Exports rise but prices fall for EU pork
The EU exported 167,800 tonnes of pork during April, 7% higher compared to the same month last year. However, average export prices have fallen by 10% on the year and as such, the overall value of exports was down by 3%, at €381 million.
Exports to China, the EU’s largest destination for pork, increased by 8% compared to year earlier levels, to 51,500 tonnes. China is a valuable outlet for excess supply, however its domestic pork prices are going through a challenging period. Therefore, for the EU to continue to export to this key market, prices need to remain competitive. The price per tonne for shipments to China declined by 18% compared to the previous year in April, and so resulted in the overall value of these exports falling by 11%. Meanwhile, the value of exports to Hong Kong declined by almost a third, with volumes falling 23% year-on-year alongside lower export prices.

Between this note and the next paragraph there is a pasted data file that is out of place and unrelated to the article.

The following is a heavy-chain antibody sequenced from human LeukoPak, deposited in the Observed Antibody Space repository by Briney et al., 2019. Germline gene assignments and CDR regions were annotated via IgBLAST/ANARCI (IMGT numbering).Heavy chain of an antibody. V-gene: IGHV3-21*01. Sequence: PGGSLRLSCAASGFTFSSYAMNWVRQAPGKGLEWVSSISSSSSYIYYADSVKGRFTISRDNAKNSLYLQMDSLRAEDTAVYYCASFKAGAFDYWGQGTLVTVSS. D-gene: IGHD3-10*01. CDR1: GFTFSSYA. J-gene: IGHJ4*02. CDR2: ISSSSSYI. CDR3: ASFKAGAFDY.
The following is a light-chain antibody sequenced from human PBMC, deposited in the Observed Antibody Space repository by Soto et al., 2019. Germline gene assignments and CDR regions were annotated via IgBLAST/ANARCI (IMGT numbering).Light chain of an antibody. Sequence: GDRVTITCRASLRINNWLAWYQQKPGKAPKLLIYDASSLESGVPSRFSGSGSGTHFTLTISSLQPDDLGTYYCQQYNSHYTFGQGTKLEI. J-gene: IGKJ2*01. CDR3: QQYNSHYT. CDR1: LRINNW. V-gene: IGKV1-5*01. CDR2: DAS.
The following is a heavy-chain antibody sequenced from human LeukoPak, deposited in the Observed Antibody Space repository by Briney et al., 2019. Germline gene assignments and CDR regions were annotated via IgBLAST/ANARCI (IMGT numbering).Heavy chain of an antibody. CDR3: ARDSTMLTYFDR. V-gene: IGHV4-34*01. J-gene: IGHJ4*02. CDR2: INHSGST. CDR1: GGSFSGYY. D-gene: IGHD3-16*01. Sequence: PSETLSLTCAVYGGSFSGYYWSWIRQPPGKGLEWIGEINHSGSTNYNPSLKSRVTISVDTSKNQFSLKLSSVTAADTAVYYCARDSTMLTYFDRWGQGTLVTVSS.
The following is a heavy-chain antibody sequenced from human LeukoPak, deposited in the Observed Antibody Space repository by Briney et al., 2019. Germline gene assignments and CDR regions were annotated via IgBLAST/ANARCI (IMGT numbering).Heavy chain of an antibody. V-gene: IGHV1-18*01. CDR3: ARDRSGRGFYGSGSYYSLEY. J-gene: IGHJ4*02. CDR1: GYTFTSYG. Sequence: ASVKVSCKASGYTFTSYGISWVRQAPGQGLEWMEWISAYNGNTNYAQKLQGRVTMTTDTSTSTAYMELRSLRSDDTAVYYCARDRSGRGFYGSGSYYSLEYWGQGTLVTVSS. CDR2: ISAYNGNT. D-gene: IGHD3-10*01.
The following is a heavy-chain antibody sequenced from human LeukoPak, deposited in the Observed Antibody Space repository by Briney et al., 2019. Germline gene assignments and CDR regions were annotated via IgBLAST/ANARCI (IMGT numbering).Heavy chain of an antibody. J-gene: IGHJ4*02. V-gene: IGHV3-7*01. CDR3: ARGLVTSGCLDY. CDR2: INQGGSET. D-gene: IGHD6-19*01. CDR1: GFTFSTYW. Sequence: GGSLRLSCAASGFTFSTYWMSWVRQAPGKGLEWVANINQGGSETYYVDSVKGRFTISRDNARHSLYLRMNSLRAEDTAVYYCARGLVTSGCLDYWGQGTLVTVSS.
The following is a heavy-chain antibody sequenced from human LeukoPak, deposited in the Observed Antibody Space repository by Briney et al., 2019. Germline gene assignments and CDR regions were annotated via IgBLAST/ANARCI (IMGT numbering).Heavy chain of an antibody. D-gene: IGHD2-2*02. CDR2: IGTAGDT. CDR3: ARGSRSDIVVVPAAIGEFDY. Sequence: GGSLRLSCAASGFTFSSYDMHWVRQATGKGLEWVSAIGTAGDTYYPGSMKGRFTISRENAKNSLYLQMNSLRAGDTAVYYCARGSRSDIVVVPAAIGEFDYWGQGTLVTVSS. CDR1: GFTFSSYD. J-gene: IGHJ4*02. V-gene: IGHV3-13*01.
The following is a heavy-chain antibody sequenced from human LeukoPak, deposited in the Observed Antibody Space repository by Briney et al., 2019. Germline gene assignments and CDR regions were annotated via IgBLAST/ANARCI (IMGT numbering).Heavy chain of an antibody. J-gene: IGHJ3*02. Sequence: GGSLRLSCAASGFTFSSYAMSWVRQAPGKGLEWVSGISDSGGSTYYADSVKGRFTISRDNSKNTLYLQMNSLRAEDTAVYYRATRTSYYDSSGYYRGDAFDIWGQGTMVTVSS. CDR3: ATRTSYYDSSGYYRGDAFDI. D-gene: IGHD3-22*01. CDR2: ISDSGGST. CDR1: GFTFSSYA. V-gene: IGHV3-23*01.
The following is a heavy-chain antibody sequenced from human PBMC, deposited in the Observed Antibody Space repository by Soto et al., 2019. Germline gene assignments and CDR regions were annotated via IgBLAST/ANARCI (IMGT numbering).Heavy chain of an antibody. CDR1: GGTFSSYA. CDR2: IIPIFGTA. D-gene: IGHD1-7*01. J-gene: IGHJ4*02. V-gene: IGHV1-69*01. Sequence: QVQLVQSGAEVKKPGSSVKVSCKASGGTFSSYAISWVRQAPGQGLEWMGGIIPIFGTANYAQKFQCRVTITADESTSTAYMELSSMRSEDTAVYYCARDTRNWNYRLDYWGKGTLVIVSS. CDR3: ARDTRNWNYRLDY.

Across other areas of Asia, the position is mixed. Exports to Japan and South Korea have increased by 19% (+4,700 tonnes) and 25% (+4,500 tonnes) respectively, with value also rising overall, albeit more modestly. Meanwhile, shipments to the Philippines declined by 25% (-2,800 tonnes), and the value of this trade almost halved.
Volume shipments to the US remained strong in April, increasing by 35% to almost 11,000 tonnes. However, this only translated into a 6% growth in value, reflecting significant price cuts.
Offal exports have mirrored the direction of pork exports during April. At 93,700 tonnes, volumes were up 4% compared to year earlier levels, with China again driving the increase. Average prices also declined and so the overall value of exports fell by 14%. Interestingly, offal exports to South Korea reportedly decreased by 29% (-1,000 tonnes), contrasting with the rise in shipments of fresh/frozen pork.
Felicity Rusk, Trainee Analyst